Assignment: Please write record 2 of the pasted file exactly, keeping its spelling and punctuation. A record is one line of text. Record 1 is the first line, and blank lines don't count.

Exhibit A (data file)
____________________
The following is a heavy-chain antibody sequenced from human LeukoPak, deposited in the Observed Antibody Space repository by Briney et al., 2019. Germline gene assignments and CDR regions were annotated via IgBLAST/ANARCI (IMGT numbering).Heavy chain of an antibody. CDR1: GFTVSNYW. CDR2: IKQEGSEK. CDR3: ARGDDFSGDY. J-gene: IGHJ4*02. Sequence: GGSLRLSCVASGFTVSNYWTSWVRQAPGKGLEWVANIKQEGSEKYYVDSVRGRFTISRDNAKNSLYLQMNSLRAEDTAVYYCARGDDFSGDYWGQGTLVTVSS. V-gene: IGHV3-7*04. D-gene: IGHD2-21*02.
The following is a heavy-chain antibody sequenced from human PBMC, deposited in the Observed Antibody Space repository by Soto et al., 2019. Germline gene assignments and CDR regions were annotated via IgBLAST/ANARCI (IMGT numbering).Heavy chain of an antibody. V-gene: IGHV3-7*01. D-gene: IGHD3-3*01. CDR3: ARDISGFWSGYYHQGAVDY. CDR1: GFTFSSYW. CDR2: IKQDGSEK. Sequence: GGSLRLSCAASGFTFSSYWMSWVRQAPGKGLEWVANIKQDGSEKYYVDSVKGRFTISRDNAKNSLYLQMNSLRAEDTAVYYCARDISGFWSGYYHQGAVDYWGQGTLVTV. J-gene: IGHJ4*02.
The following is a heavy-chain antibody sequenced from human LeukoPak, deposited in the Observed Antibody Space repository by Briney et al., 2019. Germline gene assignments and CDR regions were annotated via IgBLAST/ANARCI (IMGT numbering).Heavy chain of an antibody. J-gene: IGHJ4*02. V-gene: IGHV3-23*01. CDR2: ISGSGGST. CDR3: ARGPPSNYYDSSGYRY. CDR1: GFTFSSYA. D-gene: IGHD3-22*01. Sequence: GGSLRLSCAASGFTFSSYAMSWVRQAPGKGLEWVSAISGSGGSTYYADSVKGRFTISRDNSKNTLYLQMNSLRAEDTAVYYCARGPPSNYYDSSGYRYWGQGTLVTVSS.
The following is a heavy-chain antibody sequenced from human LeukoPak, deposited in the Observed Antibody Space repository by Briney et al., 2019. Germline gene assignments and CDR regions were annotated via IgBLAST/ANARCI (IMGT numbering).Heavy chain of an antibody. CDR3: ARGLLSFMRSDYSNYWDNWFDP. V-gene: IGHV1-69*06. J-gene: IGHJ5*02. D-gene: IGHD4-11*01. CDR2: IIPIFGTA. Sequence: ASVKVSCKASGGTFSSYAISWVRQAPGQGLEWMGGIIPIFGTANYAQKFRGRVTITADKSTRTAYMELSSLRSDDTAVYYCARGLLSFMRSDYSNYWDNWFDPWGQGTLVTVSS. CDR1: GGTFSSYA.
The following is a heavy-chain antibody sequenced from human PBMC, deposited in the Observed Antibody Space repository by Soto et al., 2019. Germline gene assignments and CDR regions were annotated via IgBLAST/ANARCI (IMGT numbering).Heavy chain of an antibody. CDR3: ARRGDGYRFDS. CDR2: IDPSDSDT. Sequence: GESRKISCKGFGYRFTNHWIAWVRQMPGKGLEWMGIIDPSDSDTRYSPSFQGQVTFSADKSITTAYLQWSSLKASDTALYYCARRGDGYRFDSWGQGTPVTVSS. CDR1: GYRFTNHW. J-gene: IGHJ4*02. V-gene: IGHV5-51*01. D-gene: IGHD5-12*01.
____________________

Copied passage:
The following is a heavy-chain antibody sequenced from human PBMC, deposited in the Observed Antibody Space repository by Soto et al., 2019. Germline gene assignments and CDR regions were annotated via IgBLAST/ANARCI (IMGT numbering).Heavy chain of an antibody. V-gene: IGHV3-7*01. D-gene: IGHD3-3*01. CDR3: ARDISGFWSGYYHQGAVDY. CDR1: GFTFSSYW. CDR2: IKQDGSEK. Sequence: GGSLRLSCAASGFTFSSYWMSWVRQAPGKGLEWVANIKQDGSEKYYVDSVKGRFTISRDNAKNSLYLQMNSLRAEDTAVYYCARDISGFWSGYYHQGAVDYWGQGTLVTV. J-gene: IGHJ4*02.